10th - 13th Oct 2024Saatchi Gallery, London

The Nature Within

Lee Donsoon, Playback, 2022, Nails on wood panel, 55✕70cm

The rather peculiar bond between man and nature is a theme which has fascinated artists throughout history. In literature, nature is often depicted as an all-encompassing figure — ranging from portrayals as the mother of earth, the life-giver, and an unforgiving force which punishes mortals who attempt to destroy it. In the fine arts, nature is explored through a variety of ways and media — while the paintings of the great Romanticism period commonly captured its serene and peaceful side, Modernist art tends to focus on its vibrancy and multiplicity of meaning. This week, FOCUS features two South Korean artists: Donsoon Lee and Jeonghu Jang, both of whom go beyond the limits of environmental art and seek to understand the symbiotic relationship between nature and humanity.

Jang Jeonghu, A Struggle Towards an Ideal 30-23, 2022, Mixed media on aluminum, 72.7✕91cm

Born in Seongsan, South Korea, Lee is an artist most renowned for his ‘Nail paintings’. Often featuring materials such as nails and hammers in his artworks, Lee expresses the stories surrounding the lives of human beings and their natural environments. Notably, he is fascinated by real-world problems such as destruction, civilisation, and disaster. The way in which the nails are applied to create art — hammered down one by one onto a wooden panel — symbolizes the turbulent relationship we share with nature. According to the artist, the application of nails is never a perfect routine: the nails bump into each other, fall sideways, and make ‘wounds’ in the wood. The repetitive action of hammering furthermore signifies a call for reality and a reminder of the violent tendencies of human nature. In his artwork, ‘Nest’ (2022), a flock of birds are portrayed with colorful nails. However, the arrangement of such structured material conveys a sense of artificiality. It therefore demonstrates a natural sight through human lens, perhaps alluding to how we attempt to reign in and manipulate our natural surroundings to satisfy our own needs.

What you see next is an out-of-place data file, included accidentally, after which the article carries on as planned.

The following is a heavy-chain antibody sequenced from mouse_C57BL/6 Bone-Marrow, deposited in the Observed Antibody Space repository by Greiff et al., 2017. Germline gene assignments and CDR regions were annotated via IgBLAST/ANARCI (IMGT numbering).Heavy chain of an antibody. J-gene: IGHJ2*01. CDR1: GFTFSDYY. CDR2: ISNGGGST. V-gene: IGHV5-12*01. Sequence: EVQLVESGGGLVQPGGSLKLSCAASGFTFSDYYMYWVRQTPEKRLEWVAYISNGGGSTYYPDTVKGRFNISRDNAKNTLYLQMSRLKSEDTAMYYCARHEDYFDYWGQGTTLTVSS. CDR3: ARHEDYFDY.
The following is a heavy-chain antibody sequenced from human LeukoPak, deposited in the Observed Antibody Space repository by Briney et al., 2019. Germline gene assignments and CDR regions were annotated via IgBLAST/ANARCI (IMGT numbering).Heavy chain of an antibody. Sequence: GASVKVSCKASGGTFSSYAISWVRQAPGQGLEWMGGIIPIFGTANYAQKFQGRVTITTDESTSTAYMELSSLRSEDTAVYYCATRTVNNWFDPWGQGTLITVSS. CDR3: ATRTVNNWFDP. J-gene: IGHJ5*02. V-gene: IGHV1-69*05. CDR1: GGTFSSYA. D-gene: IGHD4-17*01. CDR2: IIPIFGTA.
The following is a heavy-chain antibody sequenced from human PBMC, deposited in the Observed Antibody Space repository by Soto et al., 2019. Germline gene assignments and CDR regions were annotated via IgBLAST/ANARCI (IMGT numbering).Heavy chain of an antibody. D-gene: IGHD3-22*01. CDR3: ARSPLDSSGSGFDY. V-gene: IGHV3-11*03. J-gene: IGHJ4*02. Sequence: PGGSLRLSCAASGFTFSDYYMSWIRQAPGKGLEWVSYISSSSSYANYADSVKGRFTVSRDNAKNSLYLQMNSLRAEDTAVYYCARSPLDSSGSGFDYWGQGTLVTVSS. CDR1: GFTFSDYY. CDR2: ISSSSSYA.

Lee Donsoon, Nest, 2022, Nails and oil on wood panel, 55✕70cm

Similarly drawing upon the theme of nature, Jang’s artworks capture different aspects of humanity. Inspired by ancient aphorisms, the South Korean artist creates scratch drawings expressed on iron plates, in which the geometrical scratch lines absorb and reflect light. Mimicking the movement of waves, or lightning, Jang interprets natural phenomena and attempts to use these motions as metaphors for the human condition. While the direction of the frantic lines, mirroring a tunnel vision, implies that they are leading towards a concrete destination, Jang states otherwise. The sparks of light symbolize the artist's own struggle to obtain a certain ideal. Just like the illusory nature of lightning, Jang’s ‘disorderly’ paintings express at the same time a sense of futility but also a never-ending passion that burns inside man to attain their own ideal fantasies.

Jang Jeonghu, A Struggle Towards and Ideal 30-20, 2022, Mixed media on aluminum, 72.7✕91cm

Written by Rose Wei